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The DIA and the Blanket Guarantee Scheme

The Indonesian banking system was reformed with the enactment of Law no 3 of 2004, which amended Law no 23 of 1999 concerning the Bank of Indonesia and Law no 10 of 1998 which amended the Law no 7 of 1992 concerning Banking Law. In compliance with Article 37B of the Banking Law which oblige banks to insure public funds and in line with the Bank of Indonesia's function as lender of last resort, and also the government's intention to create an Indonesia financial safety net, the government created a Deposit Insurance Agency (DIA), which took over the task of the Indonesian Bank Restructuring Agency (IBRA) as the executor of the government's blanket guarantee scheme under Presidential Decree no 26 of 1998 as amended by Presidential Decree no 17 of 2004 concerning guarantee on payment obligation of commercial banks and Presidential Decree no 193 of 1998 concerning guarantee on payment obligation of rural banks.

DIA was established pursuant to Law no 24 of 2004 and was effectively operating on September 22 2005. In conducting its functions and authorities, DIA acts as an independent, transparent, and accountable legal entity responsible directly to the President. The highest body of DIA is the Commissioner Board which is also authorized to issue implementing regulation for DIA in the form of DIA Regulation and the DIA Circular Letter.

DIA has two functions, to insure customer's savings and to conduct settlement of failing banks. Its authorities cover:

  1. To stipulate and collect premiums;
  2. To stipulate and collect initial contributions from banks;
  3. To manage its assets and liabilities;
  4. To obtain data and information on the banks and their customers without violating banking secrecy;
  5. To conduct reconciliation, verification, and/or confirmation to such data and information;
  6. To stipulate terms and conditions, and rules for payment of claims;
  7. To appoint, empower, and/or assign other parties to act for and on its behalf;
  8. To promote DIA to banks and the public;
  9. To impose administrative sanctions.

Any and all banks operating in Indonesia, which include commercial banks, rural banks and sharia banks except Village Credit Boards (Badan Kredit Desa) are required to become members of DIA. As DIA members, these banks shall pay an initial contribution and half yearly premiums at an equal rate determined by DIA, submit corporate documents and submit a periodic report. DIA shall impose penalties to banks which fail to pay the premiums and to submit the periodic report.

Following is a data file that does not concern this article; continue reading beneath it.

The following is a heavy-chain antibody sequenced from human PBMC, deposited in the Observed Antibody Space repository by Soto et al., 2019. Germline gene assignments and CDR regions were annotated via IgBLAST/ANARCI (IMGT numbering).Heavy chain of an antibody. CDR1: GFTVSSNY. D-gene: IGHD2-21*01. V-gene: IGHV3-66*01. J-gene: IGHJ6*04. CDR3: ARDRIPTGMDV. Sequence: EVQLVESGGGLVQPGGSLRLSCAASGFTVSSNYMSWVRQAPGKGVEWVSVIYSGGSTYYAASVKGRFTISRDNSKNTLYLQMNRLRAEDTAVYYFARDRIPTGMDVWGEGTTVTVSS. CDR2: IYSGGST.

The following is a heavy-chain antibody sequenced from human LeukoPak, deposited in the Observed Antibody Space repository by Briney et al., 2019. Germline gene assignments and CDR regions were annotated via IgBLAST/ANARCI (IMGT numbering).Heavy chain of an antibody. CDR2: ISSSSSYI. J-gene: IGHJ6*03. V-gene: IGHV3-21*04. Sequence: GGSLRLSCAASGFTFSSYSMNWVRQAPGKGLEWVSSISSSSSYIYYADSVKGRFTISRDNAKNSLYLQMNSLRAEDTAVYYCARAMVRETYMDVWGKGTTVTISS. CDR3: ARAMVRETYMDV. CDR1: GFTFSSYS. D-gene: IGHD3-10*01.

DIA Regulation no 1 of 2005 as amended by DIA Regulation no 1a of 2005 provide several types of savings that DIA insures as follows:

  1. customers' savings in the form of giro, time deposit, certificate of deposit, savings, and/or any other similar forms.
  2. customers' savings in sharia banks in the form of:
    a. giro in the basis of the wadiah principle;
    b. saving in the basis of the wadiah principle;
    c. saving in the basis of the Mudharabah muthlaqah principle or Mudharabah muqayyadah principle with risks covered by the bank;
    d. time deposit in the basis of the Mudharabah muthlaqah principle or Mudharabah muqayyadah principle with risks covered by the bank; and/or
    e. savings in the basis of other sharia principles.

The amount of savings that DIA insures covers the balance as at the date when the related bank's business license is revoked. The balance of each customer in one bank that DIA insures is Rp100,000,000 ($10,990), however to reach this amount DIA shall insure the following amount, which is lowered gradually:

  1. all balances are insured, from September 22 2005 until March 21 2006;
  2. a balance up to Rp5,000,000,000, from March 22 2006 until September 21 2006;
  3. a balance up to Rp1,000,000,000 from September 22 2006 until March 21 2007; and
  4. a balance up to Rp100,000,000 from March 22 2007.

However such an amount could be amended from time to time subject to consultation with the people's representative council (Dewan Perwakilan Rakyat) in the event that:

  • there has been massive amount of fund withdrawal;
  • there has been massive inflation during the last several years; or
  • the number of customers whose savings entirely insured are less than 90% of number of customers of all banks.

DIA still has many challenges to prove its ability to meet the Government's programme of materializing the Indonesia Financial Safety Net and to better protect depositing customers and the banking system in Indonesia.

Tyana Asri Martianti

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